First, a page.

In this section, you can find...
Data Defenders is an interactive game that teaches children and pre-teens the concept of personal information and its economic value, and introduces them to ways to manage and protect their personal information on the websites and apps they enjoy
The Your Connected Life guide is designed to help students who are just entering high school balance the demands of their offline life with their digital one.
The Parenting the Digital Generation workshop looks at the various activities kids love to do online and offers tips and strategies for everything from Facebook privacy settings, online shopping, cyberbullying, to protecting your computer from viruses.
This lesson introduces the students to the first steps in finding information on the Internet. Specifically, this lesson helps students understand the basic good practices of searching for something online: be accompanied by a trusted adult, start with a safe site and understand the use and power of using good links and keywords to find what they are looking for and to avoid bad results.
In this unit, students explore positive messages about drinking that are promoted and reinforced in ads for alcohol.
In this lesson, students explore issues surrounding the marketing of alcoholic beverages on the Internet.
This interactive module for Grades 7 and 8 is designed to increase students’ ability to recognize bias, prejudice and hate propaganda on the Internet and in other media.
Are you Web aware? A checklist for parents. Are you involved in your kids’ online activities? Do you know what they are doing and who they are talking to when they are on the Internet?
In this lesson, students discuss “viral” photos, videos and news stories that spread via social media. They are shown how challenging it is to authenticate these using only their content and are introduced to tools and techniques for gauging their accuracy based on context, with an eye towards making wise and responsible decisions about whether or not to forward them to their friends and family.
In this lesson students are introduced to the concept of «avatars» and share their experiences creating and playing avatars in video games and virtual worlds. They then create avatars using a program that is intentionally limited in terms of available body types and gender markers, first creating an avatar of their own gender and then of the opposite gender, and then discuss the program and relate it to representations of gender and body image in games and virtual worlds and in other media. Students then create avatars using a much more flexible version of the program and compare that experience to the more limited version. Finally, students use the more versatile program to create avatars that represent how they see themselves and how they would like others to see them online and reflect on the choices that went into creating them.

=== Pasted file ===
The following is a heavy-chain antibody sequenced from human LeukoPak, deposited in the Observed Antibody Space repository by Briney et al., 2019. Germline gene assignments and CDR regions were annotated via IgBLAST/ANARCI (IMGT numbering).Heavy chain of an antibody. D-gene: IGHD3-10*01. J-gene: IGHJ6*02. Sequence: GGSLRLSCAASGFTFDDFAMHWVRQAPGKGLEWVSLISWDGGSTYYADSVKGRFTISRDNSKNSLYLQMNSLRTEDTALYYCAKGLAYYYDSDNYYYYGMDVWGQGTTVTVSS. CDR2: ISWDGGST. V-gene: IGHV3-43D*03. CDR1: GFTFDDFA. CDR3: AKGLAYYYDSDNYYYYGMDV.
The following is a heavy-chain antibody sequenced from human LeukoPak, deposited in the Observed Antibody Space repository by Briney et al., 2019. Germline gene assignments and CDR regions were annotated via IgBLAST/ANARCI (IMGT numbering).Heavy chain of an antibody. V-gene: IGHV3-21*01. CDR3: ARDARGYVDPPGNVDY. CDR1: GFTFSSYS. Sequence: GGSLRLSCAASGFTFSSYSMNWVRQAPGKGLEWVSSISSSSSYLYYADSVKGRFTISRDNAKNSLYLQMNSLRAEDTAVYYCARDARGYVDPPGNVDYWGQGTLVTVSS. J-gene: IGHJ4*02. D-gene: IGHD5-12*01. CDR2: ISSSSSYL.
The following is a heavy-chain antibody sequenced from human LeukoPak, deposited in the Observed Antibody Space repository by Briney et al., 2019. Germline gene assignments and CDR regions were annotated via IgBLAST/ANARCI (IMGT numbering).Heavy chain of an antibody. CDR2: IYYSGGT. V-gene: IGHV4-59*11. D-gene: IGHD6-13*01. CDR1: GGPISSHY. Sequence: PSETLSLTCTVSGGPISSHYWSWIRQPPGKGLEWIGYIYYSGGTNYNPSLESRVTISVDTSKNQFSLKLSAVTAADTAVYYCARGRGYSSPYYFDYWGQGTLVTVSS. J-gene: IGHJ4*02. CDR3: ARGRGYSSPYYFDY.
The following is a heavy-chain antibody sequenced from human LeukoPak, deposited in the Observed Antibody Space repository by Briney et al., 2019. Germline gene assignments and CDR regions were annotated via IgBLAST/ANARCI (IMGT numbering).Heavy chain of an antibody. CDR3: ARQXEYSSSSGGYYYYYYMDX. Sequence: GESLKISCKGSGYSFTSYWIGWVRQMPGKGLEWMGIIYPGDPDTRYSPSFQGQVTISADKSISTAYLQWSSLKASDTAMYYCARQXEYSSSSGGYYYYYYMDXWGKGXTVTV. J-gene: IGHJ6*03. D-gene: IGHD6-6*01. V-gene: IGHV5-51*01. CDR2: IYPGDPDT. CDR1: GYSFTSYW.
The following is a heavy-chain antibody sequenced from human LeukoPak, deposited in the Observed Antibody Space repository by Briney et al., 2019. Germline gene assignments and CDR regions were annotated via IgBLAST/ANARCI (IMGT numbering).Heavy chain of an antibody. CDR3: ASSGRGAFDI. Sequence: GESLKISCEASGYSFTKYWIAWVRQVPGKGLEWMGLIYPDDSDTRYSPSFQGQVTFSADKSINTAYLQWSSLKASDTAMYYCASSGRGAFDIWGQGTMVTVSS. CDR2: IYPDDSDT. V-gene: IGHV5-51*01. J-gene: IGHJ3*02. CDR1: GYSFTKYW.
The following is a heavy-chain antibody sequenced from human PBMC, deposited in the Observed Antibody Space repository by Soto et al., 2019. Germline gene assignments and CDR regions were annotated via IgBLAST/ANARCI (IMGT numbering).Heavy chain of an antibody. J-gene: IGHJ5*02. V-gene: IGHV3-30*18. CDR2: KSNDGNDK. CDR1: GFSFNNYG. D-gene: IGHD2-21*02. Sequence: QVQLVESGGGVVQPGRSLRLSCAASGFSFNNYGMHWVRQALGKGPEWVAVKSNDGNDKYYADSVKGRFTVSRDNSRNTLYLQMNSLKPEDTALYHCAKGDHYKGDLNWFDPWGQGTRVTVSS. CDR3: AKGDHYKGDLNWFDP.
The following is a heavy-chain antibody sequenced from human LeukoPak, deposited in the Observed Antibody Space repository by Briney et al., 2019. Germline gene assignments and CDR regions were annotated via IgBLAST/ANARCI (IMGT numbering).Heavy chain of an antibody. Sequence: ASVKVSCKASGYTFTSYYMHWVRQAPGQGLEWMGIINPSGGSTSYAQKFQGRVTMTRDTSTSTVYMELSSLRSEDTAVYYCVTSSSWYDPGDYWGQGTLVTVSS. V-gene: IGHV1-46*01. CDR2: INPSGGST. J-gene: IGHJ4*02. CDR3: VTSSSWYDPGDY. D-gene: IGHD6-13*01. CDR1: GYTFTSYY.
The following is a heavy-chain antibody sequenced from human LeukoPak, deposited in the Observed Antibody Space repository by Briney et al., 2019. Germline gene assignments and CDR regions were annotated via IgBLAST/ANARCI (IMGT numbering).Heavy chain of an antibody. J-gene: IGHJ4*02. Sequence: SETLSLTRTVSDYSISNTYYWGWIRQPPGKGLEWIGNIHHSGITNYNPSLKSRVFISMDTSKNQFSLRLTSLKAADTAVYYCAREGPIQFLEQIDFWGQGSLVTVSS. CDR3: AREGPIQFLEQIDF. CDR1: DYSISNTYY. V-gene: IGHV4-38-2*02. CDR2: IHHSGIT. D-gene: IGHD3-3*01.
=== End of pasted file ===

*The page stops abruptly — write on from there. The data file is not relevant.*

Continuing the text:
MediaSmarts asked Canadian teens attending a Digital Youth Summit what they do to make the online world better for everyone. Here’s what they said:
In this lesson, students are introduced to the idea that “hot” emotional states such as anger or excitement can make it harder for them to control how they act. They also discuss the concept of empathy and look at the ways in which digital communication can make it harder to feel empathy for other people. Students then read scenarios that portray two sides of an online conflict and consider how to resolve them, using their discussion to build a list of tools for emotional management and conflict resolution online. Finally, students create a media product that explains and reminds them of one of those tools.
In this lesson, students consider how we come to hold values and how they affect our behaviour, especially online. They begin by comparing their assumptions about how common positive and negative online behaviours are with accurate statistics, and then consider how believing that something is more or less common than it really is can affect whether or not we think it’s acceptable. The teacher then uses a fable to introduce students to the ways that values can be communicated both overtly and implicitly and students discuss the ways in which their values have been communicated to them. They then turn specifically to the online context and consider what values they have learned about online behaviour and how they learned them. Finally, students consider scenarios that examine ethical questions online and role-play ways of resolving them.